CHARLES DARWIN offered a sweeping explanation for the origin of species, but much of the evidence that might have confirmed his theory remains lost in the past. Since yesterday was Darwin Day, the 197th anniversary of his birth, it might be the moment to review this topic.
Darwin hoped we’d discover evolutionary precursors to the animals of the Cambrian explosion, when the number of new species took a giant leap. Since then, paleontologists have uncovered many ancient fossils – even exquisitely preserved soft-bodied creatures from the Precambrian – but no credible ancestors to the Cambrian forms.
Should students learn about such weaknesses in modern evolutionary theory? Some insist the weaknesses are trivial because Darwinism is the cornerstone of modern experimental biology. Actually, it isn’t, and high school biology students would be better served if they understood that.
Students could begin by reading a comment by Darwinist A.S. Wilkins, editor of the journal BioEssays: “While the great majority of biologists would probably agree with Theodosius Dobzhansky’s dictum that ‘nothing in biology makes sense except in the light of evolution,’ most can conduct their work quite happily without particular reference to evolutionary ideas. Evolution would appear to be the indispensable unifying idea and, at the same time, a highly superfluous one.”
My research with antibiotics during World War II received no guidance from insights provided by Darwinian evolution. Nor did Alexander Fleming’s earlier discovery of bacterial inhibition by penicillin. Recently, I asked more than 70 eminent researchers if they would have done their work differently if they’d thought Darwin was wrong. All said no.
I examined the great biodiscoveries of the 20th century – the double helix, the mapping of genomes, the characterization of the ribosome, research on medications and drug reactions, improvements in food production and sanitation, new surgeries.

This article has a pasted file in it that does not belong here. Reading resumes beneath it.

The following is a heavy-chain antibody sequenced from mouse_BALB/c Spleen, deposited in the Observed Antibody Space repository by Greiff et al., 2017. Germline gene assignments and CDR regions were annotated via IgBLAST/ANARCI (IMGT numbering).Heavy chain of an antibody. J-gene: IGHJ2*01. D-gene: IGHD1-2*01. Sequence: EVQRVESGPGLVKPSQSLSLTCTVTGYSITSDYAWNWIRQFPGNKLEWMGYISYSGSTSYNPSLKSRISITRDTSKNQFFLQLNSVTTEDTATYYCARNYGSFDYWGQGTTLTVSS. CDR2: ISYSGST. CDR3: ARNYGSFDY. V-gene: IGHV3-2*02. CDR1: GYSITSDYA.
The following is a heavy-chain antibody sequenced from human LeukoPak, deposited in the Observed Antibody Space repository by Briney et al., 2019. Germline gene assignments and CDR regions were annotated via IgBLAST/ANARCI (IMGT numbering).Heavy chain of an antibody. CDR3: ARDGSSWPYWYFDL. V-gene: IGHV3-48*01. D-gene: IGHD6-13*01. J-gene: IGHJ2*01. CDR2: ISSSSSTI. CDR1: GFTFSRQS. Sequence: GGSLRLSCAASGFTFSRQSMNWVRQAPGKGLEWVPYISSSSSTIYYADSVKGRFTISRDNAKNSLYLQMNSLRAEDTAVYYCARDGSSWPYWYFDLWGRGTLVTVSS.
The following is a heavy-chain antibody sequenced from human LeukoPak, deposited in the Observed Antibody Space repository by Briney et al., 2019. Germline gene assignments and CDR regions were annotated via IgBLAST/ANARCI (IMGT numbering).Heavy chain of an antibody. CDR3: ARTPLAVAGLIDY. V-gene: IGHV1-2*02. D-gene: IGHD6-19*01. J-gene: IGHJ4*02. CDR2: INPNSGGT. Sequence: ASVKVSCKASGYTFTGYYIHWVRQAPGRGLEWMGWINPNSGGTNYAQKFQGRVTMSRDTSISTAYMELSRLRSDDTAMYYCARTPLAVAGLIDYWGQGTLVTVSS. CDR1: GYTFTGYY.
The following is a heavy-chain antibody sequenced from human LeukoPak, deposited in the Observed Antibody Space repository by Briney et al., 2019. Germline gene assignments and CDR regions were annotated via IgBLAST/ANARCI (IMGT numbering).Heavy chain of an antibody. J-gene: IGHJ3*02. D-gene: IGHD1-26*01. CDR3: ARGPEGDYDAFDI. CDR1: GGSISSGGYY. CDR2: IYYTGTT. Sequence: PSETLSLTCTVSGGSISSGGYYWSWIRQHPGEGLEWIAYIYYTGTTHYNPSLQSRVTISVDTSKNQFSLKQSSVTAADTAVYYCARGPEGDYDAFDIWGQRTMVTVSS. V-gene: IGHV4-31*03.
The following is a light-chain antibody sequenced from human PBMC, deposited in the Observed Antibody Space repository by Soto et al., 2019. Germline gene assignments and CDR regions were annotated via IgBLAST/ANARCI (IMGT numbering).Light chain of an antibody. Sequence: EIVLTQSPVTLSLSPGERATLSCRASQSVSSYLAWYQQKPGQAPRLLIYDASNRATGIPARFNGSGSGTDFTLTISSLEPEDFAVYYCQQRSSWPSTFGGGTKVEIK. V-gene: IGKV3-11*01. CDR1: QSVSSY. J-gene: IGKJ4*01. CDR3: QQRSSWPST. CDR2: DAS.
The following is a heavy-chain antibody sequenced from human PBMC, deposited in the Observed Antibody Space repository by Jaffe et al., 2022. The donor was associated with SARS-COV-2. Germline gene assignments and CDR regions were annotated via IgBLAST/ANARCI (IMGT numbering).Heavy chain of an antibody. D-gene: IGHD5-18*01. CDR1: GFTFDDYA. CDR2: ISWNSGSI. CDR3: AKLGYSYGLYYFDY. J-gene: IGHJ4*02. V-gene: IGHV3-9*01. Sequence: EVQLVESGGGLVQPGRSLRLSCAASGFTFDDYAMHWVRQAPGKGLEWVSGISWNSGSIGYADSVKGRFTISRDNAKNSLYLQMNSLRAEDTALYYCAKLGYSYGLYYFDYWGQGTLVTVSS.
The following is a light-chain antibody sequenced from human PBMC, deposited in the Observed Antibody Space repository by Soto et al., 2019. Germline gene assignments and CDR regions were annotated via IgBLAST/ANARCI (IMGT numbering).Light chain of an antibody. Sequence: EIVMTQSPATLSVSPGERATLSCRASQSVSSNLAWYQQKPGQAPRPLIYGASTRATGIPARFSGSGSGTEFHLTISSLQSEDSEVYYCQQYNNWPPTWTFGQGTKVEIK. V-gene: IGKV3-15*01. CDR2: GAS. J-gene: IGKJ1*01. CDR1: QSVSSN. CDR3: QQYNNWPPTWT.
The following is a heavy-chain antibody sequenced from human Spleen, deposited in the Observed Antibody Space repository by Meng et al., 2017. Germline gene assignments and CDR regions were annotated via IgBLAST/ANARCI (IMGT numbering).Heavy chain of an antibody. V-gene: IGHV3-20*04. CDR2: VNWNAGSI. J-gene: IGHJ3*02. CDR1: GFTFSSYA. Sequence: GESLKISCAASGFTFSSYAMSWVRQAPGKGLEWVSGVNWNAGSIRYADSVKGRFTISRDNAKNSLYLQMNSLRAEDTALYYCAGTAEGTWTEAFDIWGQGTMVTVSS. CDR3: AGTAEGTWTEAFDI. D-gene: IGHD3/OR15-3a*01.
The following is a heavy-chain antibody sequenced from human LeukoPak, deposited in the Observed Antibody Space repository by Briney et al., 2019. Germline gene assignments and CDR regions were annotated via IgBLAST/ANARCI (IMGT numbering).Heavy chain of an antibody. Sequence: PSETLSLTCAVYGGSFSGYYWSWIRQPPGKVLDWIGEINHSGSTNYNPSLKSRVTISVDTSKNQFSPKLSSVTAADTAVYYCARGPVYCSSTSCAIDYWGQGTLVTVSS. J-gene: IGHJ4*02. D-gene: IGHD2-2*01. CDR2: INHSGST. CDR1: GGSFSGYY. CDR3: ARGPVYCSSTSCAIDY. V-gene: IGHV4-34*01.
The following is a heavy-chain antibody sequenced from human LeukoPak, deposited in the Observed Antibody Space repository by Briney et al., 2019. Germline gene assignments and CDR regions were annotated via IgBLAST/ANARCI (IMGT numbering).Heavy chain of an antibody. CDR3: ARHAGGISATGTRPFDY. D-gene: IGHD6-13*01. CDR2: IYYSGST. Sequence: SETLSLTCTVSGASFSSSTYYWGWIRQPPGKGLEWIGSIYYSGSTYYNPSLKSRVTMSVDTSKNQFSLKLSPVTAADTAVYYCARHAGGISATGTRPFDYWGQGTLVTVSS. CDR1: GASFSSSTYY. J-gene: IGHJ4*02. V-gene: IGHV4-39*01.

I even queried biologists in areas where you’d expect Darwinian theory to most benefit research, as in the emergence of antibiotic and pesticide resistance (antibiotic resistance was first recognized in the clinic, from fatal relapses among tuberculosis patients). Darwin’s theory provided no discernible guidance. Instead, it was brought in, after the breakthroughs, as an interesting narrative gloss.
This, too, is its function in the many academic papers in experimental biology I considered. All this confirmed my suspicion: modern experimental biology gains its strength from new instruments and methodologies, not from historical biology.
When I suggested this disconnect publicly, I was vigorously challenged. One person noted my use of Wilkins and charged me with quote-mining.
The proof? Wilkins’ subsequent passage: “Yet, the marginality of evolutionary biology may be changing. More and more issues in biology, from diverse questions about human nature to the vulnerability of ecosystems, are increasingly seen as reflecting evolutionary events. A spate of popular books on evolution testifies to the development.”
Actually, the passage illustrates my point. The work mentioned there is not experimental biology but rather an attempt to explain already authenticated phenomena in Darwinian terms, things like human nature.
What’s more, Darwinian explanations for such things are often too flexible: Natural selection makes humans selfish and aggressive – except when it makes them altruistic and peaceable. Or natural selection produces men who eagerly spread their seed – except when it produces men who are faithful protectors and providers. When an explanation is so supple it can explain any behavior, it’s difficult to test it experimentally, much less use it as a catalyst for scientific discovery.
Darwinian evolution – whatever its other virtues – isn’t the cause for breakthroughs in experimental biology. This becomes especially clear when we compare it with frameworks like the atomic model, which opened up structural chemistry and led to the synthesis of many new molecules of practical benefit.
What should be taught in high school biology classes? Focus on the variety of living organisms in our biocosm and on two questions: How do those organisms function so admirably over their lifetime, and how do they interact with one another?
For students aspiring to benefit society through experimental biology, Darwinism is simply beside the point.
Philip S. Skell is a member of the National Academy of Sciences and Evan Pugh Professor of Chemistry, emeritus, at Penn State University.